Job seekers have no idea what happens to their resume when they hit “send” and apply for something online. They don’t know the “game” or how the typical recruitment process unfolds. In order to play the game effectively, you’ve GOT to know the game, and then strategize accordingly. ~Jenny Foss, @JobJenny, JobJenny.com
Job seekers hide behind a monitor when getting out there and networking face to face for job opportunities will better help them stand out from huge competition. ~Laura DeCarlo, @CareerHero, Career Directors International
The worst thing a job hunter can do is to work with a recruiter and then try to bypass him and go directly to the hiring authority. ~Animal, @Animal, Recruiting Animal (If you haven’t listened to his radio show, you have no idea what you are missing!!! (Wednesdays at Noon EST)
OVERLOOKING THE DIFFERENTIATING DETAILS
Understandably, job seekers can make many mistakes in the complicated new world of job search, but the biggest ones are these two, that go hand-in-hand:
1. Skipping over the essential first step – identifying the kind of job you want, targeting the companies that will be a mutual good fit, and researching their current needs and challenges to determine how your expertise can help them.
2. Running straight for your old resume (if you can find it) and updating it – without first knowing who you’re targeting, defining your personal brand, and creating content (for your resume, online profiles and other materials) designed to market your unique value proposition and resonate with your target employers. ~Meg Guiseppi, @MegGuiseppi, Executive Career Brand
Job seekers don’t worry enough about their online reputation and the possibility that mistaken online identity is sabotaging their job search efforts. The solution is Defensive Googling. ~Susan P. Joyce, @JobHuntOrg. Job-Hunt.org and WorkCoachCafe.com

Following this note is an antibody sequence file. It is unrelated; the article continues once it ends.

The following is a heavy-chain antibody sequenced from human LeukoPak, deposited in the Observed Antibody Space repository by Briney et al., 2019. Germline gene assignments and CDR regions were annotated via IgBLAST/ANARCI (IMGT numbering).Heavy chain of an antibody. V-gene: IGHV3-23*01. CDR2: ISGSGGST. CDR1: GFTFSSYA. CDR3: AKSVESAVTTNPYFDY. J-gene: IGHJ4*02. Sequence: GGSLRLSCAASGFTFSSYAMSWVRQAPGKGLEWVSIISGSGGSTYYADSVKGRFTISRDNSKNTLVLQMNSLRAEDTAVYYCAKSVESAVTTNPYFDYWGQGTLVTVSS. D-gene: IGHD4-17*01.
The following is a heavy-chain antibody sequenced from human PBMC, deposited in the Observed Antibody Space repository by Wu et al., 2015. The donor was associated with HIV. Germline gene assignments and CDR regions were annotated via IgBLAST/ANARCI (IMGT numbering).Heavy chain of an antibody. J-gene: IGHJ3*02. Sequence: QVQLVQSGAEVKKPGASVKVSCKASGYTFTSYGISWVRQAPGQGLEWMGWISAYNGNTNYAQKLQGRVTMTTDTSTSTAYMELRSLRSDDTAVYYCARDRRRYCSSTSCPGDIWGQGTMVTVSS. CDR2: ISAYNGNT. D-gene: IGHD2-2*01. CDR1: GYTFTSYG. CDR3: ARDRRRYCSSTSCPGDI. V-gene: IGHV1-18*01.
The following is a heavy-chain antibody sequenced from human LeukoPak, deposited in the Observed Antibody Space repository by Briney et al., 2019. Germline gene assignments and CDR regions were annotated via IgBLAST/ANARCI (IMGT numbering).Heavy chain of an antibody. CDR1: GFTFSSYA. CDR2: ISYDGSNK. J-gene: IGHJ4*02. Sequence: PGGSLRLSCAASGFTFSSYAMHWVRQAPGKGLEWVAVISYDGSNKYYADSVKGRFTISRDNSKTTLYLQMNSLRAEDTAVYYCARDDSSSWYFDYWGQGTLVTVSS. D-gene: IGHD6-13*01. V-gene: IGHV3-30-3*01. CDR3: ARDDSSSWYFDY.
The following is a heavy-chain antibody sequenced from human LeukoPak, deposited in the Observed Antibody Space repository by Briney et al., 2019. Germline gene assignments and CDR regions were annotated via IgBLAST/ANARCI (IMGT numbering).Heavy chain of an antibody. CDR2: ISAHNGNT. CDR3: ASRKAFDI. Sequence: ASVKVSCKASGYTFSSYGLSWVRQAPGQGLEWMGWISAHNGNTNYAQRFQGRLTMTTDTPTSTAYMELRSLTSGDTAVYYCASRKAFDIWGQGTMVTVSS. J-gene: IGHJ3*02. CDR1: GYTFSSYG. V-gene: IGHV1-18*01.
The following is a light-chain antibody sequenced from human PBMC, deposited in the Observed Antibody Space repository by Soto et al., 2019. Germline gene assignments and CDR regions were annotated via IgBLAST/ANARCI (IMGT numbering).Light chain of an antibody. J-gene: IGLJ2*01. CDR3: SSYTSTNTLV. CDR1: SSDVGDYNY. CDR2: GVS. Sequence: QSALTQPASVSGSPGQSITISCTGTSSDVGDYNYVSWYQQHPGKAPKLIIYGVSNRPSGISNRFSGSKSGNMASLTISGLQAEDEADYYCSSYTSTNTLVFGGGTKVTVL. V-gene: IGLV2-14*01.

Job Seeker fails to develop a personal clarity that includes: (1) who they are in terms of skills, attributes, values, passions (i.e., personal brand); (2) what work they are good at and most enjoy doing; (3) the types of people / organizations they want to work with; (4) the value they can deliver and how they can make a difference. ~Walter Akana, @WalterAkana, Threshold Consulting
One of the biggest mistakes job seekers make is trying to be better than the next candidate by using others as a benchmark. In other words, job seekers tend to be afraid to separate from the pack or stray too far away from the expected. They don’t want to take chances with their self-marketing.
When I first meet clients, they usually have a mind-set around developing marketing dossiers (i.e. resume, cover letter, bio) that showcase they are qualified. However, most job hunters nowadays are qualified. Therefore, every job seeker’s focus should be to go beyond qualifications, even if that means breaking the mold, taking some risk with marketing, trying a new way fresh way to market their distinction. The reward will be worth the risk of NOT blending in. Raising a few eyebrows is sometimes a great thing! ~Rosa Elizabeth Vargas, @ResumeService, careersteering.com